Even with our best efforts, photographs of paintings and other 2D artwork don’t always come out looking like the real thing. Luckily, using GIMP, we can salvage these less than perfect images by adjusting color, angles, and more.
For this tutorial I will be fixing a photo of a painting I put on eBay. As you can see, the original photo is rather gray, there’s an unwanted background behind the painting, and the artwork doesn’t appear to be perfectly square.
I always recommend using the “Save As” command before starting to adjust an image in order to preserve the original. The keyboard shortcut for “Save As” is Ctrl+Shift+S (and remember, even Mac users will use Ctrl instead of Apple’s Command key).
The first thing you’ll want to do when color correcting your art is to eliminate all unwanted background elements. (In this case, it’s a lawn chair.)
After all, there’s really no reason to correct the color on anything other than the artwork itself.
Choose the crop tool from the tool box and let’s get to work. . .
Hover your mouse over your image, then click, hold, and drag out a box around the area you’d like to keep. After releasing your mouse button, feel free to adjust the boundary lines using the box’s corner squares.
When you’re satisfied, hit Enter (or Return) to apply the crop you’ve chosen. If you’re not happy, you can always undo your last action by pressing Ctrl+Z and trying again.
I could have cropped closer in and removed part of the painting to make the image a perfect square, but instead I chose to be as accurate as possible and UN-skew the image using the perspective tool.
To unskew your own painting, select the perspective tool and make sure to highlight “Crop to Result” in the options window below the toolbox.
Then simply grab the corners of your image, line up the edges of your artwork with the dashed lines, and click the “Transform” button to apply.
In the picture below, I’d want to bring in that top-left corner before hitting “Transform.”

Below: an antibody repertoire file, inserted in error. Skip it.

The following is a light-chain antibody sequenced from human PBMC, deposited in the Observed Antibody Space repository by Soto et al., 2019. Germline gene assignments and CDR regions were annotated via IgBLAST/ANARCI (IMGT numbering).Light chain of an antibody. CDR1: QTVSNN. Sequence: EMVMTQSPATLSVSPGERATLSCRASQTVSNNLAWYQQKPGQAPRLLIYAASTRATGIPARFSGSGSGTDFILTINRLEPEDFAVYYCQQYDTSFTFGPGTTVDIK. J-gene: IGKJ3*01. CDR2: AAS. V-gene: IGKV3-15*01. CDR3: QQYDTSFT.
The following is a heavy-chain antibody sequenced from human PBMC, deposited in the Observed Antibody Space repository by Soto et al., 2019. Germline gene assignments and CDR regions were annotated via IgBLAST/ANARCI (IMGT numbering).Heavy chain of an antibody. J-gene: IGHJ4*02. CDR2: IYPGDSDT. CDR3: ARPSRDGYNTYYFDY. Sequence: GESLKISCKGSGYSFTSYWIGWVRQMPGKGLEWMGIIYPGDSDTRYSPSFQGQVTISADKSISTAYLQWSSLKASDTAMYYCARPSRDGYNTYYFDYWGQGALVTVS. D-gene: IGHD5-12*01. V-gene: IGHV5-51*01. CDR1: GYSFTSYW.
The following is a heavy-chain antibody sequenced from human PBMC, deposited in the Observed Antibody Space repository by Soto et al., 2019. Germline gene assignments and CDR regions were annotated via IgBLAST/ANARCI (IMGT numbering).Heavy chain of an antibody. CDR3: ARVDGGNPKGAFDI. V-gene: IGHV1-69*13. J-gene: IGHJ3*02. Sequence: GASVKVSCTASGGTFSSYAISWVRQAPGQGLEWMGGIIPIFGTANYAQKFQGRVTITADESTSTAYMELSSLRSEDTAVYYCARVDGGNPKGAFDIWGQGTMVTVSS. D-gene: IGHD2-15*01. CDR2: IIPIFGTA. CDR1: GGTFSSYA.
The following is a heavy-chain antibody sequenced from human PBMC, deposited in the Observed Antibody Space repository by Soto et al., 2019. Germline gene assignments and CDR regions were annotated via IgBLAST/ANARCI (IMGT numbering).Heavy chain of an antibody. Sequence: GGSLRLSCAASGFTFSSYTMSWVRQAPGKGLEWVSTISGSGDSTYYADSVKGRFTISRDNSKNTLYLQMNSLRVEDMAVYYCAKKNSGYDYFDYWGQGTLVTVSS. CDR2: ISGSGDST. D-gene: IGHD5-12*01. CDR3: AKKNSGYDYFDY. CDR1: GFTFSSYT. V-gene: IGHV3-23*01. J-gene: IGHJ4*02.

Finally, my photo is ready to be “de-grayed” (AKA, color-corrected). Click on “Color” in the Menu bar of your image and then choose “Levels.”
The graph below displays the number of pixels in your with dark to light values. Ideally, this graph would show a fairly even amount of dark pixels and light pixels—or at least have no extra whitespace on the left and right.
To change the darkness or lightness of your image, move the little black triangle to the edge of the closest “hill,” then move the little white triangle to the the edge of its closest hill. Finish off by adjusting the little gray triangle in the middle.
You will have to experiment and use your artistic judgment to determine when the image on your computer is most similar to the artwork in real life. (Having the painting handy to compare will help.)
Hit the OK button when you are satisfied with the image.
If you need to adjust the color saturation or brightness of your image, or simply want to see what it would look like in a different color, click on “Color” in the menu bar and then choose “Hue-Saturation.”
This tool is pretty easy to use—just adjust the sliders and watch the results.
To change just ONE primary color, select its button and play with the sliders for just that color. As you can see from my image, I went to the extremes. . . but when used subtly, this is a great tool for fine-tuning your images.
Have fun color-correcting, and come back next week for another GIMP tutorial!
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